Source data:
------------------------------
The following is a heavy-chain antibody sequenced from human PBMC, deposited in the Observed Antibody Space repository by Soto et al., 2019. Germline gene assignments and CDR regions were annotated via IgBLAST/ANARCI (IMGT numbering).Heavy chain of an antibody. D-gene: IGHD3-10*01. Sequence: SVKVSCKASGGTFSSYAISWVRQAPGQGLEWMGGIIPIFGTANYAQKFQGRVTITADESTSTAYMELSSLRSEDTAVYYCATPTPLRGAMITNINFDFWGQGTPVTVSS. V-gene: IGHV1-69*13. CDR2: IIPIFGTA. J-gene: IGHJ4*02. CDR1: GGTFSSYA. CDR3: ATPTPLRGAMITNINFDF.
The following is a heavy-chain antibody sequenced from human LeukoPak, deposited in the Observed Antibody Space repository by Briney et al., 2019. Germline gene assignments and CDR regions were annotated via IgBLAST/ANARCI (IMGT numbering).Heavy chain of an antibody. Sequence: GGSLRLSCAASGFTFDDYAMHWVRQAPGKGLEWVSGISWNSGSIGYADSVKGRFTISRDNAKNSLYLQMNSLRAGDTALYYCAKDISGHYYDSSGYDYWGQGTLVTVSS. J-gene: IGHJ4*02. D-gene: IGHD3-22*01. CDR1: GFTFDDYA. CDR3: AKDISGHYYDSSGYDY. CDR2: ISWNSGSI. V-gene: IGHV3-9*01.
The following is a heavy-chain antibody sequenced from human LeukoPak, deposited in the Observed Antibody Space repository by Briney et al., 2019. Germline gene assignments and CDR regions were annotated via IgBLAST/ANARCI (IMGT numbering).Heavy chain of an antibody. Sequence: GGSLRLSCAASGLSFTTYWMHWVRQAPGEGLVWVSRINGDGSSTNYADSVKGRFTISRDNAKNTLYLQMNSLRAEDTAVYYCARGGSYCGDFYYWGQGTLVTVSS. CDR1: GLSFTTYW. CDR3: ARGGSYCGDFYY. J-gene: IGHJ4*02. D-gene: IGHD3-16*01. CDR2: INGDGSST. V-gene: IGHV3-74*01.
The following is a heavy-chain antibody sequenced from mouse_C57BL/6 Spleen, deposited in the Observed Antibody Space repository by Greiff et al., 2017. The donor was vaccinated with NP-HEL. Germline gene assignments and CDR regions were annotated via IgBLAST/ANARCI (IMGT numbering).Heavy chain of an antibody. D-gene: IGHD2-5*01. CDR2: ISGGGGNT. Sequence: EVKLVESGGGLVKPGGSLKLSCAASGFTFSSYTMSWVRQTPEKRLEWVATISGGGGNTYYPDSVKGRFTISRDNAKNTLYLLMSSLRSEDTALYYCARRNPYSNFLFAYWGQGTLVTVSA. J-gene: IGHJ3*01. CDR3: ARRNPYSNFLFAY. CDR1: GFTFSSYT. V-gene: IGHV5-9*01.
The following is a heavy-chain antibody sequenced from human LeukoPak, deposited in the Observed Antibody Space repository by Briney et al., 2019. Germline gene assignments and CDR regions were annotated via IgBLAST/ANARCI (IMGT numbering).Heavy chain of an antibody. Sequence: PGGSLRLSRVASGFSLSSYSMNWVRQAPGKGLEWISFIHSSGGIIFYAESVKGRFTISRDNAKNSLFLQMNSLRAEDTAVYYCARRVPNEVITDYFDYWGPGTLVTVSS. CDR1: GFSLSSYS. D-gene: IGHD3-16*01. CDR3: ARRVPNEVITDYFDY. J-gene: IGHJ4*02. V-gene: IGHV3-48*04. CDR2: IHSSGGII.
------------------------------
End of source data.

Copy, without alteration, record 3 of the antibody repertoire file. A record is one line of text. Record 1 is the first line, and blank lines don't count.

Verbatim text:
The following is a heavy-chain antibody sequenced from human LeukoPak, deposited in the Observed Antibody Space repository by Briney et al., 2019. Germline gene assignments and CDR regions were annotated via IgBLAST/ANARCI (IMGT numbering).Heavy chain of an antibody. Sequence: GGSLRLSCAASGLSFTTYWMHWVRQAPGEGLVWVSRINGDGSSTNYADSVKGRFTISRDNAKNTLYLQMNSLRAEDTAVYYCARGGSYCGDFYYWGQGTLVTVSS. CDR1: GLSFTTYW. CDR3: ARGGSYCGDFYY. J-gene: IGHJ4*02. D-gene: IGHD3-16*01. CDR2: INGDGSST. V-gene: IGHV3-74*01.